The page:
5 The Interval Workout
To get the most out of your workout, alternate not only your loads, but also your tempo. The interval training technique is used to add spurts of extremely challenging activity into your workout. For example, after warming up with a brisk walk, run at a fast pace for 60 seconds, and then walk again for two minutes. Adding a run into a walking or jogging routine every 2 minutes revs up your heart and causes your metabolism to elevate for hours after your workout is finished. MayoClinic.com warns that this is a difficult technique, so only apply it after speaking with your doctor.
4 The Muscle Confusion Method
The term “muscle confusion” may sound like an odd phrase, since muscles don’t have brains to confuse, but it is a straightforward technique. Essentially, the muscle confusion technique is when you alternate between light-load, high-rep workouts and heavy-load, low-rep workouts. Your body is a master of adaptability, which is both good and bad. Being able to adapt helps your general survival, but can hamper your muscle growth and calorie burn. By changing up your method you prevent your body from settling into a rut. Use muscle confusion to help you blast through a plateau.
3 The Combo Technique
If you’re no stranger to curls, presses, lunges and squats, then you are looking for a workout technique that challenges you and brings you maximum results. Your body burns more calories when you do moves that combine your upper and lower body rather than exercising isolated muscle groups. According to celebrity trainer Jillian Michaels, one of the reasons for this is that your blood is being forced to race from top to bottom and back again, causing your heart rate to increase and burn more calories. Incorporate a tricep kickback into your lunge, add shoulder presses to your front squats or biceps curls to your step-ups.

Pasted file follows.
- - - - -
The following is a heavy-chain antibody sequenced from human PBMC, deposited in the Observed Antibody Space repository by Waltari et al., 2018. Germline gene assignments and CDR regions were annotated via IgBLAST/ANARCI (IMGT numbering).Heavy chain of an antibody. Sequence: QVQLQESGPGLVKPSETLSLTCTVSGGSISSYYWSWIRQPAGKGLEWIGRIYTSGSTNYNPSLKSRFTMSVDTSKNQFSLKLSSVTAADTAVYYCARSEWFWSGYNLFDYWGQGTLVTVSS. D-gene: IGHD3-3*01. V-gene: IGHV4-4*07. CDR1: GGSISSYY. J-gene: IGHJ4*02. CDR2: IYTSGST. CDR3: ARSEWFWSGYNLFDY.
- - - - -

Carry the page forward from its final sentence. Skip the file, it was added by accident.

2 The Resistance Factor
Muscles burn more calories than fat. So if you add on to your muscles, you will not only be healthier, but you will also be turning yourself into a fat-burning machine. After 40, muscle mass naturally declines, up to 30 percent in two decades, and it is up to you to keep yourself strong. Weight training is also good for your heart. A scientific study published in the “Journal of Sports Medicine and Physical Fitness” found that 16 weeks of resistance training lowered cardiovascular risk factors in middle-aged women. Start with light weights—such as 3 to 5 pounds—and work your major muscle groups twice a week. As light weights become easy, upgrade to their heavier cousins.
1 The Easy Start
If you’re starting from the several-hours-of-couch-jockeying-a-day beginner level, then it is important to start easy. Few things are easier than walking. But just walking still brings you huge benefits. You can help stave off menopausal weight gain by walking 30 minutes a day, five days a week. It can help to maintain your weight, prevent age-related issues like diabetes and high blood pressure, strengthen your bones and even increase your energy level. Don’t be afraid of adopting the simplest technique; the most important factor is sticking with it.